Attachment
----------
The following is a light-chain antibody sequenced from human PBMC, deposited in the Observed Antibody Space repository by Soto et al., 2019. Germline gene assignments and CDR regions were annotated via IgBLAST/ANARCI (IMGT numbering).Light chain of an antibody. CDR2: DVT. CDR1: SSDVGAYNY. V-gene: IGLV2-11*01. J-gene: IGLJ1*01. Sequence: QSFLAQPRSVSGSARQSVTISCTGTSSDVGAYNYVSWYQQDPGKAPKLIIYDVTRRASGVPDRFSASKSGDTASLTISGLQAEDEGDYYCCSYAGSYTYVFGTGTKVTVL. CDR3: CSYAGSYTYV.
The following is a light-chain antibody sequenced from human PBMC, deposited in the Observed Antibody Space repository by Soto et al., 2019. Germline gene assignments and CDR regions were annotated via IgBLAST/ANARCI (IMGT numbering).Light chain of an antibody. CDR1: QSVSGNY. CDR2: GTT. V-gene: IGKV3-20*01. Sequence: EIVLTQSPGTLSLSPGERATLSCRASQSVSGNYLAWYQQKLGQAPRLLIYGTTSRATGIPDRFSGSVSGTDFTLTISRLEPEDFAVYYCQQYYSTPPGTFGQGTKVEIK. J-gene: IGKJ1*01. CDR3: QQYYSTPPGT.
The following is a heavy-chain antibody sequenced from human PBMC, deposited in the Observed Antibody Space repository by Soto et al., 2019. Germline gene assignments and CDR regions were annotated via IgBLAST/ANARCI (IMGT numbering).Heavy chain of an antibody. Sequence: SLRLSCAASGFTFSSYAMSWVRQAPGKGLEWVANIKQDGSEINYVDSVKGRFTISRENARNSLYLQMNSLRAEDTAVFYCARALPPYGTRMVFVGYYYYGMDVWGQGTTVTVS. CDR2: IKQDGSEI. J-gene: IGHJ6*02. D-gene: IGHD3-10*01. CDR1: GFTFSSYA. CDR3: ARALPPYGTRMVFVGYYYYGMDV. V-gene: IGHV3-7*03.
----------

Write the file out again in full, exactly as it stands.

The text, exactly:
The following is a light-chain antibody sequenced from human PBMC, deposited in the Observed Antibody Space repository by Soto et al., 2019. Germline gene assignments and CDR regions were annotated via IgBLAST/ANARCI (IMGT numbering).Light chain of an antibody. CDR2: DVT. CDR1: SSDVGAYNY. V-gene: IGLV2-11*01. J-gene: IGLJ1*01. Sequence: QSFLAQPRSVSGSARQSVTISCTGTSSDVGAYNYVSWYQQDPGKAPKLIIYDVTRRASGVPDRFSASKSGDTASLTISGLQAEDEGDYYCCSYAGSYTYVFGTGTKVTVL. CDR3: CSYAGSYTYV.
The following is a light-chain antibody sequenced from human PBMC, deposited in the Observed Antibody Space repository by Soto et al., 2019. Germline gene assignments and CDR regions were annotated via IgBLAST/ANARCI (IMGT numbering).Light chain of an antibody. CDR1: QSVSGNY. CDR2: GTT. V-gene: IGKV3-20*01. Sequence: EIVLTQSPGTLSLSPGERATLSCRASQSVSGNYLAWYQQKLGQAPRLLIYGTTSRATGIPDRFSGSVSGTDFTLTISRLEPEDFAVYYCQQYYSTPPGTFGQGTKVEIK. J-gene: IGKJ1*01. CDR3: QQYYSTPPGT.
The following is a heavy-chain antibody sequenced from human PBMC, deposited in the Observed Antibody Space repository by Soto et al., 2019. Germline gene assignments and CDR regions were annotated via IgBLAST/ANARCI (IMGT numbering).Heavy chain of an antibody. Sequence: SLRLSCAASGFTFSSYAMSWVRQAPGKGLEWVANIKQDGSEINYVDSVKGRFTISRENARNSLYLQMNSLRAEDTAVFYCARALPPYGTRMVFVGYYYYGMDVWGQGTTVTVS. CDR2: IKQDGSEI. J-gene: IGHJ6*02. D-gene: IGHD3-10*01. CDR1: GFTFSSYA. CDR3: ARALPPYGTRMVFVGYYYYGMDV. V-gene: IGHV3-7*03.